Dunga takes over as Brazil coach

Dunga

The Brazilian Football Confederation (CBF) on Tuesday appointed Dunga as coach, replacing Luiz Felipe Scolari, whose contract was not renewed after the hosts’ World Cup semifinal thrashing by Germany.

The 50-year-old Dunga, Brazil’s 1994 World-Cup winning skipper, takes the reins for a second time having led the Selecao at the 2010 tournament.

“I am immensely happy – thank you for your confidence in me,” said Dunga, who in his playing days was a tough-tackling midfielder with Serie A side Fiorentina and Germany’s Stuttgart, and who also had a spell in Japan with Jubilo Iwata.

“The fans are very down right now but they are right behind the team which means so much to them,” Dunga continued.

“I am not here to sell a dream, we must get down to work,” he added, arriving with a brief to make the team shipshape for the 2018 World Cup qualifying campaign with next year’s Copa America in Chile a first test.

“We must get results and forge a side for 2018. This team is very young. We must find the way to blend new players with those who have more experience.

“We have to work conscientiously. And not just the players, but the press and the fans too,” said Dunga, who in 60 games in charge in his first stint never really won over the fans who yearned for more “jogo bonito” (beautiful game) and less battling grit.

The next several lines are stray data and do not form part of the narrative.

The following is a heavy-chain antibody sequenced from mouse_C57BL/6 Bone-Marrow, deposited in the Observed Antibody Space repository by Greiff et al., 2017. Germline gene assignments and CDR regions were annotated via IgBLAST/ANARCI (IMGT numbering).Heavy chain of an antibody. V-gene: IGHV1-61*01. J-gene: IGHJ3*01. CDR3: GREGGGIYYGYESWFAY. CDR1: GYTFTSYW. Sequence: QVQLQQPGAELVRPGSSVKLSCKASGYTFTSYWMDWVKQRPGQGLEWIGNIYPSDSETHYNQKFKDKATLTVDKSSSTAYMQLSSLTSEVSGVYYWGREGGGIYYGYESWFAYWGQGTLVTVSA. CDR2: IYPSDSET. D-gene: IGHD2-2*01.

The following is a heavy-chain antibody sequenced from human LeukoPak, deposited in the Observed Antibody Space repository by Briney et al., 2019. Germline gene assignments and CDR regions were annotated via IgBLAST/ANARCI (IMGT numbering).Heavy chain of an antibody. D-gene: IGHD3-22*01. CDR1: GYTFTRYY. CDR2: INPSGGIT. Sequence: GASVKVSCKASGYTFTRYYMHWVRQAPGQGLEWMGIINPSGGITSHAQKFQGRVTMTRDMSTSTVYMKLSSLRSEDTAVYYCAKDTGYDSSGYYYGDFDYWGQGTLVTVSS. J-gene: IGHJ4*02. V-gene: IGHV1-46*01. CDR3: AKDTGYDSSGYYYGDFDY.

His no nonsense style dating from his days as a player was decried by some but his 91 caps showed the esteem in which he was held and that respect has endured, CBF president Jose Maria Marin said.

“He was world champion, captain of a world champion side,” Marin said.

“He has what it takes to lead the Brazil team. The numbers show he absolutely has the ability to take charge.”

Dunga said Brazil had to understand that the modern game is constantly evolving.

“Football changes every instant and every day. Attacking football, as people understand it, is to play with four or five up front. But at the World Cup you saw teams marking 10 metres behind the half-way line!”

Dunga was fired after a quarterfinal loss to Holland in South Africa four years ago but previously landed both the Copa America title and the Confederations Cup having replaced Carlos Alberto Parreira as coach in 2006 despite having no dugout experience.

 Brazil suffered one of the biggest upsets in World Cup history at home this month after they lost their semifinal 7-1 to eventual champions Germany.

Benefiting Dunga’s cause was the fact that he is someone who can trace his footballing lineage within the Brazilian game back 27 years, to when he made his international debut.

Over that time Brazil have constantly fretted about how to recapture the halcyon era of Pele and company, who turned the game into an art form between 1958 and 1970, since when fans have lamented a more cautious approach which many feel Dunga personifies.

 Early favourite for the post, assuming Brazil did not make a leap of faith in appointing a foreign coach, was ex-Corinthians boss Tite.

 But the appointment of GilmarRinaldi, a reserve goalkeeper on the 1994 team and a close friend, to replace Parreira as technical coordinator, helped Dunga’s cause.

“The candidate who is favored in the polls is not always the one who wins,” said Dunga, admitting he believed he would have to win over the 80 per cent of observers he estimated were not enthralled at his return.

Marin said the appointment was designed to broach the need for reform yet within continuity.

“This choice of Dunga is our project. There has been an exchange of ideas between everyone — the idea is one of continuity.”

Dunga’s first match in charge will be a September 5 friendly against Colombia in Miami.